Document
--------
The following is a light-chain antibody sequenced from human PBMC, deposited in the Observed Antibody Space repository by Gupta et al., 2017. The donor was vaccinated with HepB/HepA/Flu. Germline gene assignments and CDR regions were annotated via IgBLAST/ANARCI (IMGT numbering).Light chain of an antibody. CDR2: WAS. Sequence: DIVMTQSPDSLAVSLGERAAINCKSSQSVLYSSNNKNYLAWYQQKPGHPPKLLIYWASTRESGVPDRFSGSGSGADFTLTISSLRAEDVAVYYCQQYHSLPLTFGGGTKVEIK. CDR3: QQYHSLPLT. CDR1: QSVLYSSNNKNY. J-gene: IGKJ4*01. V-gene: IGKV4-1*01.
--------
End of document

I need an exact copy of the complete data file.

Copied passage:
The following is a light-chain antibody sequenced from human PBMC, deposited in the Observed Antibody Space repository by Gupta et al., 2017. The donor was vaccinated with HepB/HepA/Flu. Germline gene assignments and CDR regions were annotated via IgBLAST/ANARCI (IMGT numbering).Light chain of an antibody. CDR2: WAS. Sequence: DIVMTQSPDSLAVSLGERAAINCKSSQSVLYSSNNKNYLAWYQQKPGHPPKLLIYWASTRESGVPDRFSGSGSGADFTLTISSLRAEDVAVYYCQQYHSLPLTFGGGTKVEIK. CDR3: QQYHSLPLT. CDR1: QSVLYSSNNKNY. J-gene: IGKJ4*01. V-gene: IGKV4-1*01.